Gestation: 12 Weeks, 6 Days
I’m struggling with an intractable case of pregnancy insomnia.
I haven’t wanted to write it down in black and white because in doing so, I’m acknowledging that it exists and may, in fact, never go away.
I’m praying this is my First-Trimester-Through-Hell.
When I was pregnant with Clare it was unrelenting digestive issues, which don’t need to be detailed too thoroughly.
I’m exhausted each night by eight p.m. and commence my trying-to-go-to-sleep rituals.
- Taking a hot bath
- Sipping a hot liquid, such as chamomile tea or Ovaltine or warm milk like an elderly, celibate cat rescue lady.
- Then I might read something extremely dense, way over my head; Anna Karenina, Dante’s Inferno, the Bible. Retaining nothing from any of them except, “Jesus wept.
After I’ve done all of these things, I clamber into bed, usually around eleven.
My husband, Henry, lies beside me, his head buried beneath two pillows, one arm flung protectively over the entire mass so it cannot be dislodged thus keeping any sound, such as my voice, from entering.
Henry’s also a bit of an insomniac as he suffers from Restless Leg Syndrome.
I feel the sheets twitching as his legs move restlessly and think about how incredibly bourgeois we are, with our Sur La Table kitchenware, our Sundance catalogue lamps, our upper-middle class insomnia.
Why can’t we sleep, I wonder?
We have enough to eat, we have a roof over our heads, we’re not living in a mud hut sporting a thatch of gnarled leaves that barely cover our genitalia.
I’m filled with self-loathing.
Now it’s midnight.
Deciding I don’t want to keep my twitching husband awake by sighing — tossing and turning — thrashing — getting up to pee — turning my book light on and off, on and off like some optical Morse code through a forest in the DMZ — I get up and meander into the guest room, sprawling out with my head at the base of the bed to shake things up a bit; throw the insomnia a curve with a new sleeping position.
Then I decide just to rest, to try not to sleep. It works. I don’t sleep.
Two hours later, I get up and stalk into the living room to peruse my pregnancy yoga tape.
The women appear to be pregnant in 1972; they’re white women with moderate afros and saggy leotards.
There’s something faintly sapphic about their poses.
I try to do a few yoga stretches, the downward dog, the praying child thingy, the corpse pose where I lie flat on my back and listen to my Ouija breath.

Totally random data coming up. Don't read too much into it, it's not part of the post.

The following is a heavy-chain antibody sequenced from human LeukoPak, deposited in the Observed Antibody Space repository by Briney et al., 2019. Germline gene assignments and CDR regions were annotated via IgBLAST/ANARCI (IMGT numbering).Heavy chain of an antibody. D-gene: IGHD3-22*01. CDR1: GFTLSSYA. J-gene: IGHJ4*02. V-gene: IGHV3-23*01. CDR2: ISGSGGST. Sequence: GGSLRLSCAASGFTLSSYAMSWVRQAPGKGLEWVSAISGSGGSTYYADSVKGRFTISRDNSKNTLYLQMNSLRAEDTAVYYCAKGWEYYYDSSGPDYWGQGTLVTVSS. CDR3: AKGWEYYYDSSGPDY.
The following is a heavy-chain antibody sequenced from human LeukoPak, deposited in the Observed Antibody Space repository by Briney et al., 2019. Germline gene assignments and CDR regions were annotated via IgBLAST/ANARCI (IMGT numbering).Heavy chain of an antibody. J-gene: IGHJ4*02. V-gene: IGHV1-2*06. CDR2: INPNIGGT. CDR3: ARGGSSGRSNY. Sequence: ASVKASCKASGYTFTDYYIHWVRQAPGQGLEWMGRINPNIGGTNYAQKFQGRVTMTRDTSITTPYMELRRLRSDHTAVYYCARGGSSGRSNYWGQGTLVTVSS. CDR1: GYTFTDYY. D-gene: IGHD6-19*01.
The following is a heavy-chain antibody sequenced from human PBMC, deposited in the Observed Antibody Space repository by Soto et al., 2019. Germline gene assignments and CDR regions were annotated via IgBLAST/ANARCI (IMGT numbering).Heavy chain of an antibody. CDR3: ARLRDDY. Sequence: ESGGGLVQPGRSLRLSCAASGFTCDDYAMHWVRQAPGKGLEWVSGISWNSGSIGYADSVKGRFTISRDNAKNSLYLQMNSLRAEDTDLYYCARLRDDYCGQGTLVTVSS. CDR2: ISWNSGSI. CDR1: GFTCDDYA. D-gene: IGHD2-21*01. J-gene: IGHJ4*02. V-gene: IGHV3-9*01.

Now I’m eating something. An apple, a Fig Newton. I want chocolate, but the spartan traces of caffeine in it might keep me awake.
I wonder if you can die from not sleeping? It’s been two weeks straight. I’ve made an appointment to see a sleep specialist, one of those lab guys.
I’ve never been away from Clare overnight.
But am willing to sleep in a lab for a month on a gurney, with electrodes jutting out of my forehead, pectorals and wrists, while I’m surveyed through a monitor by perfect strangers as they play cards, get stoned and masturbate to alleviate the tedium of their job.
This is how desperate I’ve become. I’m brutally alive at night. I can taste the air. Hear the neighbor’s cat breathing.
I’m filled with a dangerous kinetic energy that might be found in super heroes who vanquish villains on a far-flung planet called Narwal. Or Shleeboggen.
But the days are a fog, or perhaps more like a bog.
Like living underwater, moving slowly across the bottom through mud and reeds, everyone seems to be talking to me from a vast distance, overhead, floating.
When someone touches me it feels like there’s a layer of scales on top of my skin. When I look at them there’s sandpaper inside my eyelids, viscous glue in my tear ducts.
At three o’clock in the morning I return to the guest room in a funereal manner, close to mental collapse, psychosis.
What if this insomnia isn’t hormone related? What if this isn’t just a different version of the First-Trimester-Through-Hell?
What if I’ll never sleep again and, post pregnancy, will have to start living on uppers and downers like Marilyn or Judy Garland?
Who will raise my children when I overdose on Lunestra?
It’s four o’clock. I sleep, very lightly. I know I sleep because the comedian George Carlin keeps walking into the room.
I’ve never even seen George Carlin’s act. I barely know what he looks like. And, of course, he’s dead.
Yet he keeps walking into my guest room, staring at me with profound disgust. He can’t even joke about my insomnia it’s so ridiculous.
At six fifteen a.m. Clare begins to cry. She never wakes up happy. Even though she’s a happy baby, she’s always woken crying like she’s suffered some travesty of justice in her sleep.